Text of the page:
Friday, September 12, 2014

Thinking tonight about how to marry EbM with such ideas

I spend a lot of time thinking about the future of the city, and about the rural/urban divide. Barring catastrophe, humans are likely to continue amassing in larger and larger conurbations - megacities. The commonly dystopian view of these future communities need not come true. How to imagine a megacity, however, that isn't dystopic, is a challenge. Imagining one that isn't even more philosophically divided from the smaller communities that remain outside their pull than ours are today, is perhaps even harder.
This year's Wolfson Prize revisits a response to this issue that arose last century, the garden city.

Still Talking About The Future

I also believe we will need to program our FluxusFleet to mimic the behavior of creatures under a microscope. Recorded by our fleet of low-orbit DaDaDrones, we will craft human-scale recreations of microscopy. Imagine seeing this on the highways of New Mexico...

Speaking of Not Driving in the Future

On one of our van trips, using autopilot scripts, I intend for EbM to commission artists to choreograph our convoy of artvans to interpret these historic artworks:

Thursday, September 11, 2014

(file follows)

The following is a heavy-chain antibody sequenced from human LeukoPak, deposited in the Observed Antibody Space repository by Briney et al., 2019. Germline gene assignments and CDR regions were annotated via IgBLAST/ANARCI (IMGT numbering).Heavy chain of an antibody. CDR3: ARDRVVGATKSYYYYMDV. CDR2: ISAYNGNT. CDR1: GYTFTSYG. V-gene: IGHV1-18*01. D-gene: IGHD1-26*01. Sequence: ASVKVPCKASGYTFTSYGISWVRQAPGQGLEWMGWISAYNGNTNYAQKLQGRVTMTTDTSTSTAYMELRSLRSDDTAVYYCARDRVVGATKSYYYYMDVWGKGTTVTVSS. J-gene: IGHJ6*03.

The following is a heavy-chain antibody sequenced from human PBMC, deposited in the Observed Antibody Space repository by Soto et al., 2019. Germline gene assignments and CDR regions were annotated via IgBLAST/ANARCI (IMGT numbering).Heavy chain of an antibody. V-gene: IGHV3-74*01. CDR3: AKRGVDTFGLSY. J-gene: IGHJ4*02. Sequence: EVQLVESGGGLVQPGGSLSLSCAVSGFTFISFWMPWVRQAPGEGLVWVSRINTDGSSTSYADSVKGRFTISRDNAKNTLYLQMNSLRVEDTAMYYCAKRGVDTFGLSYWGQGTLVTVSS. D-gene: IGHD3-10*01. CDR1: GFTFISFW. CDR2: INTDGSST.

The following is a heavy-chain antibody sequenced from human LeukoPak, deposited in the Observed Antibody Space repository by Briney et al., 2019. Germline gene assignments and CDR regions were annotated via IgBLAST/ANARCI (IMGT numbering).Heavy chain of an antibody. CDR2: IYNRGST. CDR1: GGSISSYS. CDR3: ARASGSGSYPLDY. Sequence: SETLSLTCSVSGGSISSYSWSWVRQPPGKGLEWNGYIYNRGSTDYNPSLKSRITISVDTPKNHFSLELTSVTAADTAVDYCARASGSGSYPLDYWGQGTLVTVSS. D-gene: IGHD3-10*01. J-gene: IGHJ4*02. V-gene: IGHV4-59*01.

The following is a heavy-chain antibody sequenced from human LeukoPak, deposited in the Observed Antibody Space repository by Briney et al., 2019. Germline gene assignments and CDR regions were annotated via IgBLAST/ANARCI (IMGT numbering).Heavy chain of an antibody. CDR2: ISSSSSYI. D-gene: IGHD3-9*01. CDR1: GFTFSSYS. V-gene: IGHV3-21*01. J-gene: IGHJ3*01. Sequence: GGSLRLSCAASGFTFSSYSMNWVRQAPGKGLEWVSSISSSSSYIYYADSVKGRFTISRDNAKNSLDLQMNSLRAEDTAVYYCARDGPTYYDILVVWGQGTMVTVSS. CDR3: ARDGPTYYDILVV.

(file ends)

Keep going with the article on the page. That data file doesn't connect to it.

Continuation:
Speaking of the future

A topic often discussed at EbM is the future of transportation.

Our works are geographically separated in a way most institutions are not. We do this in part because we are building an arts organization for the future, one where these distances are not a limitation.

To that, this article from the Economist (admittedly, there are any number of articles from The Economist and just about every other magazine that I could have cited here) points out the most obvious way that our disparate sites may be temporally closer for human travelers within the next two decades.

"With increased connectivity between cars, driver aids will become much more sophisticated. A connected car would, for instance, receive not just information about a hazard detected by its own sensors, but also alerts from a vehicle farther along the road or around a blind corner.

Connectivity can also help provide more real-time information about traffic hold-ups, beyond that already provided by satellite-navigation devices. The addition of vehicle-to-infrastructure communication (V2I) takes things further still. Whereas the connected cars in Ann Arbor can change the timing of traffic lights, a combination of V2V, V2I and automated driving could do away with traffic lights completely."

These vehicles when moving on interstates may be able to travel safely at much, much higher speeds than we currently can. A weekend visit to Welcome, Rainbow Warriors, Horizon, and William Leavitt's as-yet-unnamed 02015 install in Moffat, CO might be a relaxing  vacation with the family, instead of the grueling 18 hour trip it might be today. Pods of connected/automated cars, or an automated Land Art van, may make the trip realizable comfortably in a single day.

I daresay, that in the lifetime of most readers of this entry, EbM will host a day-long bus tour of those four sites, replete with artists/performers on the bus to participate in discussion, lead tours of the sites, and host local art engagements onsite.
A weekend-long trip may include the many local museums participating in RIME by then.